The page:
Chad might have given up sports over the years, but he’s not giving up hunting.
Chad Richmond, a hunter from Leesburg, Ohio, is a passionate person. In his youth, Chad’s passion was sports, particularly basketball, and then deer hunting. His wife and children have replaced basketball on the list, but deer hunting is still right there at No. 2.
Chad has harvested several nice bucks with his bow, but the 2005 bow season ended without a big buck claiming one of his tags. He hunted hard through the rut, but things just didn’t work out like he planned. When Ohio’s gun season arrived, Chad had still not harvested a buck.
On the last day of gun season, Chad took his son, Noah, and went out for the evening. As daylight began to fade, Noah began to get restless and fidget. While wanting to be patient and wait until final shooting light, Chad did his fatherly duty and asked his son if wanted something to eat. Noah said he did, and as Chad put down his gun to retrieve a packet of cheese crackers, a huge buck and two does sprang up out of nowhere and disappeared over the hill. It was the last buck he would see in 2005.
Chad’s 2006 archery season began as every other. He had scouted, tuned his bow, practiced and was ready for opening day. The early part of the season wasn’t productive, but the rut was still ahead.
November 13 was like every other day for Chad. He awoke at 4 a.m. and began his work day, arriving at his job at 5 o’clock. The good thing about starting so early is that he can get in a few hours of hunting at the end of the day.
After a shower and a change of clothes, Chad checked the wind and decided to head to a location where he had seen some tremendous buck sign. In a slight southeast wind, Chad climbed up to his stand at 2:45 p.m. and anchored himself in for an enjoyable evening with nature.
Chad was hunting near a cedar thicket that had produced deer for him in the past. Not long after settling in, he was pleased to see some does in and around the thicket. But the rest of the afternoon was pretty uneventful.
At about 4:15, Chad heard some commotion. He peered into the thicket, trying to pinpoint the source of the noise, but a squirrel in a nearby pine kept him from being able to hear much else. Suddenly, a loud snap came from the thicket.
Ignoring the pesky squirrel, Chad stayed focused on the thicket. As he watched, vague movement crystallized into a massive buck, tilting its head from side to side to keep its antlers from catching on the many branches.
Chad stood and concentrated on the body of the buck as it headed straight for his stand. As the buck got closer, Chad realized it was headed for a trail to his right. In order to get a shot, he would have to make some movement and turn that way if he hoped to draw his bow.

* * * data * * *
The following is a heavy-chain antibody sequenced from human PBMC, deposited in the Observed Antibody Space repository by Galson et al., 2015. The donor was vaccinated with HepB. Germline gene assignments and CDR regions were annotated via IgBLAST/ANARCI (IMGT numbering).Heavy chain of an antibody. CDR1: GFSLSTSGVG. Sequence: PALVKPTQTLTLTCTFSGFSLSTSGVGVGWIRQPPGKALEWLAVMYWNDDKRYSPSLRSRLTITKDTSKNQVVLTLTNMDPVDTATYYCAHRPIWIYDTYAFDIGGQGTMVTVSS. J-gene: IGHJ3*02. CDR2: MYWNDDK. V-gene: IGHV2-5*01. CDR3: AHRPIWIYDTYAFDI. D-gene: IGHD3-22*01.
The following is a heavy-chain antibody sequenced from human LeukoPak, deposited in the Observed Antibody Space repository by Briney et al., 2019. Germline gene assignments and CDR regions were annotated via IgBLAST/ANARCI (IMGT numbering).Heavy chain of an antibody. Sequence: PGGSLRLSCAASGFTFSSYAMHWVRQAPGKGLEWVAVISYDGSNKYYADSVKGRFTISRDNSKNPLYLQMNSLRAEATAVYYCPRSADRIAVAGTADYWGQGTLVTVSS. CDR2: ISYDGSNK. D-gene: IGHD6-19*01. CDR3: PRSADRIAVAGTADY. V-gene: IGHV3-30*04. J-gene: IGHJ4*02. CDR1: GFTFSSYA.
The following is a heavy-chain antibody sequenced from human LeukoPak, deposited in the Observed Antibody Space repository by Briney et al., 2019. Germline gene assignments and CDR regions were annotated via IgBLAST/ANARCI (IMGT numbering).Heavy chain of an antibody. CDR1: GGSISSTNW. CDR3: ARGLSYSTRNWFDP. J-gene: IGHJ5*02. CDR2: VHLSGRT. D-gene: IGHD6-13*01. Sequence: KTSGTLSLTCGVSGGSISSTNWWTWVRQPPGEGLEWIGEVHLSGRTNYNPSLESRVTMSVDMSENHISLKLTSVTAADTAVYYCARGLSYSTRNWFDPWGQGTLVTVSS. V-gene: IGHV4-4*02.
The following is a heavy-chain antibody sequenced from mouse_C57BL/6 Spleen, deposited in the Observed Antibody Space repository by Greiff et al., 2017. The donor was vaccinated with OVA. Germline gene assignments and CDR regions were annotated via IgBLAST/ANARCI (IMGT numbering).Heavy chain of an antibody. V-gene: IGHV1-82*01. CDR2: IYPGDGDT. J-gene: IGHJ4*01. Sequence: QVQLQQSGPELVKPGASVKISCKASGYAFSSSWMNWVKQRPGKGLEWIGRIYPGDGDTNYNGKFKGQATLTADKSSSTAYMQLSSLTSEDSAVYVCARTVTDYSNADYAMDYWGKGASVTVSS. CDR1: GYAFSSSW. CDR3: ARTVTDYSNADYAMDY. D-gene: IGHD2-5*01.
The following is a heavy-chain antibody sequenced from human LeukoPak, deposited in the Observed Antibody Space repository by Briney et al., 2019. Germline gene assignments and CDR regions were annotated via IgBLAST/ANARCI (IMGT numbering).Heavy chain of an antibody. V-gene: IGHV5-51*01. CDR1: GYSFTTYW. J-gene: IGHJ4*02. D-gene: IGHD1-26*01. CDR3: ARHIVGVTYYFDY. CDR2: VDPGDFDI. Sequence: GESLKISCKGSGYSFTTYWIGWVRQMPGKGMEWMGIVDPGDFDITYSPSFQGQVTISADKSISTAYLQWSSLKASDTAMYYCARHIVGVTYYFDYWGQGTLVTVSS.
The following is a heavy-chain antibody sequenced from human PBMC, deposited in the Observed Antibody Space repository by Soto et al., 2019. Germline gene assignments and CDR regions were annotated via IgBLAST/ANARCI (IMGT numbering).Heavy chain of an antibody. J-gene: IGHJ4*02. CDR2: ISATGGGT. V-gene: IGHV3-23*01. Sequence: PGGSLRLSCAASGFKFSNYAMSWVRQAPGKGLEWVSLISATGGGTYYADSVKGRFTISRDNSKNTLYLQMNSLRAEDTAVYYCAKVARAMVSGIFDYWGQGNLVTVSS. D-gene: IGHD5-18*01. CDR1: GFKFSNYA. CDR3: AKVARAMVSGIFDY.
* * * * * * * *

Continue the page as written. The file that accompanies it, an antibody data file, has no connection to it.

Being ever so careful, Chad began to turn as he came to full draw. But when he planted his right foot, a haunting squeak erupted from the stand.
The buck abruptly stopped and snapped its head around, looking the hunter right in the eyes! Thinking the magnificent animal was going to bolt, Chad’s heart began to pound even worse than before. The buck was at 27 yards and knew something was wrong. It took one cautious step forward, paused and then took another step.
On the second step, Chad took the shot.
There was a loud crack as the arrow found its mark, and the massive monarch bolted away, snapping the arrow as it ran.
Believing that he had made a good hit, Chad tried to be patient as he replayed everything in his mind. One thing bothered the veteran hunter, though: he hadn’t heard a crash. There was nothing but silence. He waited impatiently for 30 minutes before nauseous anticipation drove him from the stand. He had to go look.
As Chad walked over to where the buck was standing when he shot, he found the snapped-off arrow and a tremendous blood trail. Tracking was easy and short; the buck had expired just 37 yards from the spot of the shot.
Upon seeing his deer, Chad said, “Oh my God. Thank you, Lord, what a deer!” Then it was time to call some of his hunting buddies to help get the huge buck out of the woods.
When Chad and his friends returned to the woods to retrieve the buck, his buddies couldn’t believe what they were seeing. The spread was the widest of any whitetail they had ever seen. That was the sentiment from everybody who laid eyes on the buck, from local residents to the workers at the check station.
Chad’s buck is a mainframe 8-pointer with one irregular point coming off between the burr and the P1 on the left side. It has an unbelievable 26 7/8-inch inside spread and 29-inch main beams.
This article was published in the October 2007 edition of Buckmasters Whitetail Magazine. Join today to have Buckmasters delivered to your home.